Newman: Exactly. Mark Shields and David Brooks were talking on "The Newshour" the other night and David Brooks said this unbelievable thing. He said 'The Democratic Party has not offered an alternative, in terms of U.S. policy in the Middle East. All they're talking about is anti-Bush, anti-Bush, anti-Bush.' Well, it seems to me that if you're having a debate over which direction to pursue, whether to negotiate with the Iranian leadership and negotiate with Hamas as opposed to refusing to negotiate, that's the closest you can get to a discernible difference of policy.
Salit: That's a huge difference.
Newman: David Brooks is a bright guy. But that was not a smart thing to say. There are differences, but they get obscured by the whole socio-political process that is the American electoral system, where nothing gets defined except in the broadest terms. Still in some respects, this is a defining presidential election. And it might wind up with Hillary vs. Giuliani.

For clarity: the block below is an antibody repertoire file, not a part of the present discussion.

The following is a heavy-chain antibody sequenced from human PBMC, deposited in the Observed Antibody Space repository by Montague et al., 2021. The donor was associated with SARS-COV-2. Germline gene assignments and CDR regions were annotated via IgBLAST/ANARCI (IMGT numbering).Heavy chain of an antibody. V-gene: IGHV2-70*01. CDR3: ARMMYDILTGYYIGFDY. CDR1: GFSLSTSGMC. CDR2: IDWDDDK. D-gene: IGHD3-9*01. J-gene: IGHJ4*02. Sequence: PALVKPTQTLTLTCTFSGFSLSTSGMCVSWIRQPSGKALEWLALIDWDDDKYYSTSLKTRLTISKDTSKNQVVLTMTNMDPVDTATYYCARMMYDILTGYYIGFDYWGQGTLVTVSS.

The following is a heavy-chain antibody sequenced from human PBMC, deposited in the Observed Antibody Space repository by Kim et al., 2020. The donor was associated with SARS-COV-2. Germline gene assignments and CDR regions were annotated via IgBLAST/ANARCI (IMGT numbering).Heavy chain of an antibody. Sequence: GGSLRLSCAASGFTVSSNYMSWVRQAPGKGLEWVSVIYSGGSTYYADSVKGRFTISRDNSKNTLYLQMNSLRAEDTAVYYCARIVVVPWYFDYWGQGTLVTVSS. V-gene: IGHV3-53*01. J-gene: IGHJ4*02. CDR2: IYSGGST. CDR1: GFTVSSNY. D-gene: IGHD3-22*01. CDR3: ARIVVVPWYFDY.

Salit: There's a difference for you.
Newman: Some ultra-leftists will say there's not much differentiation there, and in some ways, that's true. In other ways, that's potentially the most polarizing presidential election in my lifetime.
Salit: "Meet the Press" featured the interview with Thomas DeFrank and Bill Safire about the Nixon-Ford years. The discussion was built on the revelation in Thomas DeFrank's new book, "Write It When I'm Gone: Remarkable Off-the-Record Conversations with Gerald R. Ford." In the book he reveals a story that he withheld for almost 35 years, where Ford told him that Nixon was not going to make it to the end of his term. Of course, a lot of people in the country realized that at that point. But, he was the only one who was vice president.
Newman: I take it what you're saying is that he was the only one who would become president if that happened.
Salit: Exactly. So, DeFrank tells this story about how Ford apparently let this drop in a conversation that they were having, and realized right away that it would be a disaster to tell this on-the-record to a reporter. And so Ford convinced, and maybe muscled DeFrank into agreeing to withhold any reporting of the story until after Ford was dead.